Multiple Intelligences Logical-Mathematical Intelligence

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Basil Manning
Multiple Intelligences Logical-Mathematical Intelligence

Logical-mathematical Intelligence has been considered together with linguistic intelligence, as a unique concept of Intelligence. Who is good is mathematics and language, is intelligent. Howard Gardner, with his Theory of Multiple Intelligences, dismantles this myth and tells us about the existence of various types of intelligence.

The Logical-Mathematical Intelligence is so extensive that several articles could be dedicated to it. The explanation of this type of intelligence can be highly complex since it covers a great variety of aspects. On the one hand it encompasses mathematics, on the other logic, also human thought, and a wide range of concepts. Thus, the most representative points will be highlighted in the article so that the reader can get a general idea.

Contents

  • Logical-Mathematical Intelligence
  • Characteristics of people who excel in Logical-Mathematical Intelligence
  • A little bit of logic
  • Logical-mathematical intelligence, development and brain
  • Brain regions associated with mathematical processing
  • Brain regions and capabilities
    • Bibliography

Logical-Mathematical Intelligence

Logical-mathematical intelligence encompasses many factors related to analytical and synthetic development and the integration of the mind. It goes from an analysis of concrete objects to an abstract analysis. First, a relationship is established between the person and the world of objects. When this relationship matures, the mind distances itself from the material world and moves to an abstract level. In this way the information is mentally manipulated. Thus, they can mentally perform actions on objects, see the relationships between them, etc..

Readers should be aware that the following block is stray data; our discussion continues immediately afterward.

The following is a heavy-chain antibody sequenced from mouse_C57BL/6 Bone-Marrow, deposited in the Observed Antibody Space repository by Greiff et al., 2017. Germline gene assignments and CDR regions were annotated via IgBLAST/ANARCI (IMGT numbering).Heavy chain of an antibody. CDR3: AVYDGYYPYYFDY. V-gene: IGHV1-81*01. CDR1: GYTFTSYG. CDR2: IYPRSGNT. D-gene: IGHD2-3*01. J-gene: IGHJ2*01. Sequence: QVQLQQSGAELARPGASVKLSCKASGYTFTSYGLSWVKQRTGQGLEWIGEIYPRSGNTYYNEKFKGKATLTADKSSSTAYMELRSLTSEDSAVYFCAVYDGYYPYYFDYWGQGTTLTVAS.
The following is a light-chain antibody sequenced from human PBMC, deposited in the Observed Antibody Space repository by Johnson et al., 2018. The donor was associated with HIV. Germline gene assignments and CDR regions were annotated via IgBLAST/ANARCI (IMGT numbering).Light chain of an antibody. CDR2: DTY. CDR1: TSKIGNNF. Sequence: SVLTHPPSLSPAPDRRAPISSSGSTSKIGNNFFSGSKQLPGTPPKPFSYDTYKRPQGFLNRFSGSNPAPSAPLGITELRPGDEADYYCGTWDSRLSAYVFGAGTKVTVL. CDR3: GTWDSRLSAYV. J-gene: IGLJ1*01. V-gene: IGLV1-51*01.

"Pure mathematics is, in its form, the poetry of logical ideas." -Albert Einstein-

People who excel at this type of intelligence tend to think in a more conceptual and abstract way. They may like to work with numbers, solve problems, analyze circumstances, etc. According to Gardner "this intelligence implies the ability to detect patterns, deductive reason and think logically". Gardner affirms that mathematics helps in the development of logical-mathematical intelligence.

Mathematics is universal due to its abstraction. This enables them to be useful in music, history, politics, medicine, agriculture, business, industry, engineering, the social and natural sciences..

Characteristics of people who excel in Logical-Mathematical Intelligence

  1. They enjoy the process of understanding things.
  2. They are usually orderly people.
  3. They like to ask themselves questions.
  4. They work with numbers, measurements, degrees, dimensions, angles, etc..
  5. Scientific experiments in a logical way usually like them.
  6. Explore patterns and relationships.